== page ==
February 19-22. San Antonio and Austin, about an hour apart, were great cities to walk around and see the sights. We decided to spend 2 days in each, while staying in San Antonio. (We even got to eat Texas-shaped waffles at the Residence Inn!)
Our first stop in San Antonio was at the Conservation Society to pick up a self-guided walking tour of the historic downtown. One our way there we met a couple from northern Ontario admiring the old victorian houses, those renovated and those needing renovation. They were on a Friendship Force trip. This is a travel exchange started during the Carter presidencey. (thefriendshipforce.com) Sounds intriguing. I'll have to get more information.
We parked for free in a residential neighborhood and walked about 15 minutes to the Rivercenter Mall where we saw an IMAX movie, "The Alamo...The Price of Freedom." The 40 minute movie (for $10.50) was a re-enactment done by the History Channel. It was excellent. Finally, I understand the significance of "Remember the Alamo." In 1836 the Texas Territory declared independence from Mexico (most residents were from America & Europe). The President didn't like that so he stormed the fort. (The name Alamo was taken from the town that the Mexican military was from who occupied the fort in the early 1800's. Before that it was a mission.) The Texans were greatly outnumbered but fought to the bitter end to defend their right to freedom and independence. Unfortunately, they were all killed by the Mexican troops. Within a month Sam Houston defeated the Mexicans and Texas finally got its independence. The Alamo is basically a memorial to those courageous people who died, two famous ones being David Crocket and James Bowie. There are artifacts, historical information and a short movie (a good complement to the IMAX movie).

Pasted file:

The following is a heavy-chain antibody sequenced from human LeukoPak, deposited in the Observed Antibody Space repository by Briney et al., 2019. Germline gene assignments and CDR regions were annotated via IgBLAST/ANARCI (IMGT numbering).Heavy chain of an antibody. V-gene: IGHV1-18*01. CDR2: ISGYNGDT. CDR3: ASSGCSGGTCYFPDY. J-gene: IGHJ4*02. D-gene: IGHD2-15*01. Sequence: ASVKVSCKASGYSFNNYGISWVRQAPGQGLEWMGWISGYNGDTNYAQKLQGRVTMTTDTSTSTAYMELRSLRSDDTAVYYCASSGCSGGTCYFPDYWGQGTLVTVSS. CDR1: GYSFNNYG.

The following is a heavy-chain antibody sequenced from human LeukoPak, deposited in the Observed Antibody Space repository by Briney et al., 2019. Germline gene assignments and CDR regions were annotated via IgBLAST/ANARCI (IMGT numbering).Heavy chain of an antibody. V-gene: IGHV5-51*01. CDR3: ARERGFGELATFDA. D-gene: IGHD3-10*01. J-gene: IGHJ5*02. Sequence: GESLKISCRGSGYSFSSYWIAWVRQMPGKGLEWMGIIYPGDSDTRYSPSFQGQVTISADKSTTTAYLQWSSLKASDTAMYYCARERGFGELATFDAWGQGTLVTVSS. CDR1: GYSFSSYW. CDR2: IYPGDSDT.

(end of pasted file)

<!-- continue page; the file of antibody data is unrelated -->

The Riverwalk is gorgeous - a great way to spend some time walking and people watching. It's also cooler by the water. What an amazing idea, first conceived in 1929 after the 1921 flood. It was finally finished in 1941 as a WPA project. There are stores, hotels, and restaurants with walks, waterfalls and beautiful landscaping along a 2 1/2 mile stretch of the San Antonio River. It was really relaxing to eat our lunch at a table next to the river watching ducklings and small cruise boats, with Andean music in the background. Later we took the informationative 20 minute cruise. On our next visit (in November) we'll go at night when the trees are lit up like it's Christmas!
For 50% off we went back to the IMAX theater and saw the story of Lewis and Clark made by National Geographic. It was excellent and added to the information we got from a book on tape we had listened to a couple of years ago. What courageous people they were!
At the Witte Museum we learned a lot about the geography of Texas. Wow, Texas has a little bit of almost everything: desert, plains, woods, mountains, prairie, and swamps/marshland. There were also good displays of the Native Americans who lived here.